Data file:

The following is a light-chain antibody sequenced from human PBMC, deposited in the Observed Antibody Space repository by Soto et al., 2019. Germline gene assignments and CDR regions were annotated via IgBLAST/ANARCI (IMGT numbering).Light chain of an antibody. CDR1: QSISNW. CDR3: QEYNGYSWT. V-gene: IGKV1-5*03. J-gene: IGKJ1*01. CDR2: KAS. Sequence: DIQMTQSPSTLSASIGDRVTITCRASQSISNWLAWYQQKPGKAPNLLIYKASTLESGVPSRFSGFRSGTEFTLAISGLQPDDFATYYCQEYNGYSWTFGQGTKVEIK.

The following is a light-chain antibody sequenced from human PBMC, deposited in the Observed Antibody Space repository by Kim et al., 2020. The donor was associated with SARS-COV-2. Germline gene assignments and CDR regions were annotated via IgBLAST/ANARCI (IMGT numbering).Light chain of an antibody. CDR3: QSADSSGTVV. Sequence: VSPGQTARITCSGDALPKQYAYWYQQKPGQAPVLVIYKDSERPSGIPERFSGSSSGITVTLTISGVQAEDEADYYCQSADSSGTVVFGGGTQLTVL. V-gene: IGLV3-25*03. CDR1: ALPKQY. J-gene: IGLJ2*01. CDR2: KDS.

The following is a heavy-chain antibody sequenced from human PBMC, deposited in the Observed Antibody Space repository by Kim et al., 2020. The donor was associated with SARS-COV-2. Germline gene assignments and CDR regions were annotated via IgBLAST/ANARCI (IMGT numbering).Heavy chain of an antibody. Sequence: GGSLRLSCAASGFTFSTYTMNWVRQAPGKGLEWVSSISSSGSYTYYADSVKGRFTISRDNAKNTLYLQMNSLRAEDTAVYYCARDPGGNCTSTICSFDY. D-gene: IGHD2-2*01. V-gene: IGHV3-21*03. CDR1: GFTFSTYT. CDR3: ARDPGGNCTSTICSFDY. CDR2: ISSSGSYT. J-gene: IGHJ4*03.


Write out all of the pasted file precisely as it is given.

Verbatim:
The following is a light-chain antibody sequenced from human PBMC, deposited in the Observed Antibody Space repository by Soto et al., 2019. Germline gene assignments and CDR regions were annotated via IgBLAST/ANARCI (IMGT numbering).Light chain of an antibody. CDR1: QSISNW. CDR3: QEYNGYSWT. V-gene: IGKV1-5*03. J-gene: IGKJ1*01. CDR2: KAS. Sequence: DIQMTQSPSTLSASIGDRVTITCRASQSISNWLAWYQQKPGKAPNLLIYKASTLESGVPSRFSGFRSGTEFTLAISGLQPDDFATYYCQEYNGYSWTFGQGTKVEIK.

The following is a light-chain antibody sequenced from human PBMC, deposited in the Observed Antibody Space repository by Kim et al., 2020. The donor was associated with SARS-COV-2. Germline gene assignments and CDR regions were annotated via IgBLAST/ANARCI (IMGT numbering).Light chain of an antibody. CDR3: QSADSSGTVV. Sequence: VSPGQTARITCSGDALPKQYAYWYQQKPGQAPVLVIYKDSERPSGIPERFSGSSSGITVTLTISGVQAEDEADYYCQSADSSGTVVFGGGTQLTVL. V-gene: IGLV3-25*03. CDR1: ALPKQY. J-gene: IGLJ2*01. CDR2: KDS.

The following is a heavy-chain antibody sequenced from human PBMC, deposited in the Observed Antibody Space repository by Kim et al., 2020. The donor was associated with SARS-COV-2. Germline gene assignments and CDR regions were annotated via IgBLAST/ANARCI (IMGT numbering).Heavy chain of an antibody. Sequence: GGSLRLSCAASGFTFSTYTMNWVRQAPGKGLEWVSSISSSGSYTYYADSVKGRFTISRDNAKNTLYLQMNSLRAEDTAVYYCARDPGGNCTSTICSFDY. D-gene: IGHD2-2*01. V-gene: IGHV3-21*03. CDR1: GFTFSTYT. CDR3: ARDPGGNCTSTICSFDY. CDR2: ISSSGSYT. J-gene: IGHJ4*03.